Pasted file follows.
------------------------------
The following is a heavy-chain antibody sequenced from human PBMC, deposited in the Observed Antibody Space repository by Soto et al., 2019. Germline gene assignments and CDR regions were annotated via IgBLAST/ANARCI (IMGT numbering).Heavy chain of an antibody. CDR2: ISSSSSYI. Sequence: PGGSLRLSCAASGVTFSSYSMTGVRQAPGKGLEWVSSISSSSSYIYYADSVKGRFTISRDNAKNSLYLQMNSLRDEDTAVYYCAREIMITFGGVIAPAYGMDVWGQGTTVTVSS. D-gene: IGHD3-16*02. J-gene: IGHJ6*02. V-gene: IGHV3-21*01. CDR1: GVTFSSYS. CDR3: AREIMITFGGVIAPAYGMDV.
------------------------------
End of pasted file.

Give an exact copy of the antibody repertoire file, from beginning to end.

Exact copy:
The following is a heavy-chain antibody sequenced from human PBMC, deposited in the Observed Antibody Space repository by Soto et al., 2019. Germline gene assignments and CDR regions were annotated via IgBLAST/ANARCI (IMGT numbering).Heavy chain of an antibody. CDR2: ISSSSSYI. Sequence: PGGSLRLSCAASGVTFSSYSMTGVRQAPGKGLEWVSSISSSSSYIYYADSVKGRFTISRDNAKNSLYLQMNSLRDEDTAVYYCAREIMITFGGVIAPAYGMDVWGQGTTVTVSS. D-gene: IGHD3-16*02. J-gene: IGHJ6*02. V-gene: IGHV3-21*01. CDR1: GVTFSSYS. CDR3: AREIMITFGGVIAPAYGMDV.